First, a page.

The Bush administration's decision to meet with North Korean representatives next week in Beijing, a significant retreat from its insistence that it would talk to Pyongyang only in the presence of officials from Japan, South Korea and China, was made in response to China's increasingly cooperative role in the North Korean crisis, senior administration officials said yesterday.

The administration has also dropped its demand that North Korea first dismantle its illegal uranium enrichment program. President Bush, said a top Japanese official who helped pave the way for the meeting, "decided to go ahead with discussions without any preset conditions."

China's effort to resolve the six-month impasse over Pyongyang's nuclear weapons program came in an offer last month to host an initial tripartite meeting with the United States and North Korea, excluding South Korea and Japan, U.S officials said. China also obtained North Korea's agreement to drop its own demand for a one-on-one meeting with the United States. The Chinese will be present at all sessions of next week's talks, the officials said.

"We decided to go ahead with it because China had taken such a major role in setting it up," a senior administration official said. "After months of our telling them that they had to do more, they finally came up with this. It wasn't perfect, but it represented much more substantial involvement by them than anything they had done before."

During several weeks of high-level conversations, the substance of which was kept secret until details emerged Tuesday, Washington and Beijing worked to talk their Asian partners into the deal. A U.S. delegation headed by James A. Kelly, assistant secretary of state for Asia, will likely arrive in Beijing next Wednesday for as many as three days of talks, officials said.

U.S. officials said yesterday that China's presence satisfied Bush's demand that any meeting with North Korea be "multilateral." They said there will be no substantive discussion of Pyongyang's weapons program until South Korea and Japan, and possibly Russia, are represented at subsequent meetings. "That's one reason why I would characterize this as exchanging views rather than a negotiation," one official said.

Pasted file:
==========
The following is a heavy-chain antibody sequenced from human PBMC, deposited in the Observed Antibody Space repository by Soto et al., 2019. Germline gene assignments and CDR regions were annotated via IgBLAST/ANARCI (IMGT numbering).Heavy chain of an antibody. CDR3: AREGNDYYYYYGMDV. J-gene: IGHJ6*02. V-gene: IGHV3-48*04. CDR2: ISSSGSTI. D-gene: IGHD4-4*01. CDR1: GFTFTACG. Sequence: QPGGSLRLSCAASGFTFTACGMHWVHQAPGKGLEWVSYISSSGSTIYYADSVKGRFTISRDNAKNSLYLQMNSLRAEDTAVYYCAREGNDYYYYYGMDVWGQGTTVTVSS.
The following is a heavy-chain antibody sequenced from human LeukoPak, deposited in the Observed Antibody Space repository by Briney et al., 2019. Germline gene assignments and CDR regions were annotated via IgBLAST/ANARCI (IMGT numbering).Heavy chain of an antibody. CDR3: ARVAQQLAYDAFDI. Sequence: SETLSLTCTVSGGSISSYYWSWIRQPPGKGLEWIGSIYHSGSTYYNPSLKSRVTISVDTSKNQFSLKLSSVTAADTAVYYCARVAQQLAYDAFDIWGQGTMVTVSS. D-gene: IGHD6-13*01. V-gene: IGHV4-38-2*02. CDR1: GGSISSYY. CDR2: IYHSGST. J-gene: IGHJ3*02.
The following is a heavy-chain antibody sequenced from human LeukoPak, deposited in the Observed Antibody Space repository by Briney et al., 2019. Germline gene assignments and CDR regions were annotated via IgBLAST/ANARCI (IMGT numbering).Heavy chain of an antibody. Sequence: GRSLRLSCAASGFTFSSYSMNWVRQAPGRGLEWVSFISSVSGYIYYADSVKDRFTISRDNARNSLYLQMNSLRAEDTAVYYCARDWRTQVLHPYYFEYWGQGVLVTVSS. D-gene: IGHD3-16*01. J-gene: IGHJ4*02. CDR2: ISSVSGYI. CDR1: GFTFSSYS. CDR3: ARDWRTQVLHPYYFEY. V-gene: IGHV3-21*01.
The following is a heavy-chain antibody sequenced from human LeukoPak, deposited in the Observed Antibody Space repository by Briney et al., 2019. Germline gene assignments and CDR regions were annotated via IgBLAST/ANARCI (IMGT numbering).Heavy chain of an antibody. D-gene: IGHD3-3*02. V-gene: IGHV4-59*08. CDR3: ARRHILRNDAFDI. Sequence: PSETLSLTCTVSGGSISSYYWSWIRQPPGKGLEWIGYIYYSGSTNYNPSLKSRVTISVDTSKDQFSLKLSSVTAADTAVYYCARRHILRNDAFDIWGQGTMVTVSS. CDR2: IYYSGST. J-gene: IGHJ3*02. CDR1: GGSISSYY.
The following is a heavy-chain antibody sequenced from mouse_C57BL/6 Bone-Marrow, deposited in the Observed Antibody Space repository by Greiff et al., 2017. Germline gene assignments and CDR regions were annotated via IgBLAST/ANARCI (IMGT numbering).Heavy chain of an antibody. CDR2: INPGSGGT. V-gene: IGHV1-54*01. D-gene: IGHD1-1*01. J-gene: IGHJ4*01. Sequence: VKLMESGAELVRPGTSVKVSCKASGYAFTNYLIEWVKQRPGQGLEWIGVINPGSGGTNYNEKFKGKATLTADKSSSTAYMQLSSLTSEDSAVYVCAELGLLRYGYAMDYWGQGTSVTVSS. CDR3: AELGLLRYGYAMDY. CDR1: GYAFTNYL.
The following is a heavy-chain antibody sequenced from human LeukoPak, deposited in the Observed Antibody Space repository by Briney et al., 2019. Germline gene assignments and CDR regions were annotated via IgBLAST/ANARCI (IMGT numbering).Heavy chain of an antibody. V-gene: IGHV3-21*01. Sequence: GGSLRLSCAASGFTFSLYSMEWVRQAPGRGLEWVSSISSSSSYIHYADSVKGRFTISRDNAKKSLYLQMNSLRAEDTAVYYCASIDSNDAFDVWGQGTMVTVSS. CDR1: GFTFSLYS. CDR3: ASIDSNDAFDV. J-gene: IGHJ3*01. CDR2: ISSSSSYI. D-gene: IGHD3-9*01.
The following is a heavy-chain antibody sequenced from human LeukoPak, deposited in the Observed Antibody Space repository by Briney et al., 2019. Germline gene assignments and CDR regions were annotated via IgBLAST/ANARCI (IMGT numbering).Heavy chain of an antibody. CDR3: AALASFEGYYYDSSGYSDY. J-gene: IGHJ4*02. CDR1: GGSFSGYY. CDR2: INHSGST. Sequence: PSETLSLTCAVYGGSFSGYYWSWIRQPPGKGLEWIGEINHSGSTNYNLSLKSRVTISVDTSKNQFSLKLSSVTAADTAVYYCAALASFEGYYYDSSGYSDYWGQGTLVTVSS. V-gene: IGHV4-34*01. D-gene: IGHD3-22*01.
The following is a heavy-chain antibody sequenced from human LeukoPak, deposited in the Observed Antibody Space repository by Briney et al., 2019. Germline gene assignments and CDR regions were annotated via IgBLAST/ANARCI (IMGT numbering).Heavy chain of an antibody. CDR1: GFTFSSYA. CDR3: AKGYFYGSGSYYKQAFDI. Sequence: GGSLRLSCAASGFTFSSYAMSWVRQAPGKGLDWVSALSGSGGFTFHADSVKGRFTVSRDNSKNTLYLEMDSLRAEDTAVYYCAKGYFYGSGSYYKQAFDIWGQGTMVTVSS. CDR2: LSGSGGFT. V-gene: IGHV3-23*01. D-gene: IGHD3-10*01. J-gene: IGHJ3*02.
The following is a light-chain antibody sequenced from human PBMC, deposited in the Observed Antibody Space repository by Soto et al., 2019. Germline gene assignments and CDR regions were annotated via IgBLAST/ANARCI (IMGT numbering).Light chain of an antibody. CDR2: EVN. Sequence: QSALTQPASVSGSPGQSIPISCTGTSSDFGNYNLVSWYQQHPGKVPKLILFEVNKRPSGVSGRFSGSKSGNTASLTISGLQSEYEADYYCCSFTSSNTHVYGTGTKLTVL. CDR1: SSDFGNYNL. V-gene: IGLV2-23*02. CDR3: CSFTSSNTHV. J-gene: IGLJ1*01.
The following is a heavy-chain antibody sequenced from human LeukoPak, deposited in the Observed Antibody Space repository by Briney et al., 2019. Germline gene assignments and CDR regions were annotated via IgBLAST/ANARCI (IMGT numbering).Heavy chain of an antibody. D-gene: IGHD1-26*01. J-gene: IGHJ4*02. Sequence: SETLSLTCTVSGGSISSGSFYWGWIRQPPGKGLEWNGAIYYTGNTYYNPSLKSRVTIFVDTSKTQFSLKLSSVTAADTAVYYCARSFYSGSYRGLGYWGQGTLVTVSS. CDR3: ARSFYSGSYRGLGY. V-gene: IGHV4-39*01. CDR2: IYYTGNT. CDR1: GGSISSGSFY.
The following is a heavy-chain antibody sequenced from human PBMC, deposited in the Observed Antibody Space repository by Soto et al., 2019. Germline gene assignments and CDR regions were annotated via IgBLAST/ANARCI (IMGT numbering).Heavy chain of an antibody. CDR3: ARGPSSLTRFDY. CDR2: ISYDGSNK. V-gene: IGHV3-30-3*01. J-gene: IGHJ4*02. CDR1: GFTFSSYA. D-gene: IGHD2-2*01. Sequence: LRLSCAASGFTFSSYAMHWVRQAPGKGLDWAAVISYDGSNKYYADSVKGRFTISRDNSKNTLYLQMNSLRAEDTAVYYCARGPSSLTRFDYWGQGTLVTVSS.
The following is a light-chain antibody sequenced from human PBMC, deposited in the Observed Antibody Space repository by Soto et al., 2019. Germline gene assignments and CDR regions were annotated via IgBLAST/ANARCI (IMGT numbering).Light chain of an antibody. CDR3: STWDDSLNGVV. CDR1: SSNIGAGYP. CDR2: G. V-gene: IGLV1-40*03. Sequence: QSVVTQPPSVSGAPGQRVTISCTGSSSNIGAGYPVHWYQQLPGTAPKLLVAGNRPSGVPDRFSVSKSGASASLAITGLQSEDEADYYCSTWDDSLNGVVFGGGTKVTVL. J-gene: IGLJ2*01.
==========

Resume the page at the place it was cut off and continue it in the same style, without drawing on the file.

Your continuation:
The other reason, the official said, is North Korea's ongoing failure to begin dismantling its enrichment program. The standoff began in October, when the administration first confronted Pyongyang with evidence of the secret enterprise, begun in violation of a 1994 bilateral accord under which North Korea agreed to shutter a nuclear weapons plant being used to produce weapons-grade material, in exchange for energy and economic assistance. As the crisis escalated, the United States cut off oil shipments. North Korea, in turn, ejected U.N. weapons inspectors, restarted a closed nuclear plant, and withdrew from the nuclear Non-Proliferation Treaty.

The talks next week will mark only the beginning of an effort to ease these tensions. "Everybody knows this is a sort of 'appearance' " of multinational talks, the Japanese official said. "We all know that the key thing will be the direct discussion between the United States and North Korea."

Secretary of State Colin L. Powell said yesterday the administration considers the meeting "the beginning of a long, intense process of discussion." He told Associated Press Television News the U.S. delegation will "lay out clearly our concerns about their nuclear weapons development programs and other weapons of mass destruction, of their proliferation activities, [and] missile programs," among other issues. North Korea has not announced who will head its delegation.

Bush gave Powell and White House national security adviser Condoleezza Rice the initial go-ahead to pursue the Chinese proposal last month. It was only in the past week, however, that Bush gave approval to the meeting. Scheduling was pushed forward when North Korea unexpectedly made public on Saturday its willingness to hold something other than bilateral talks.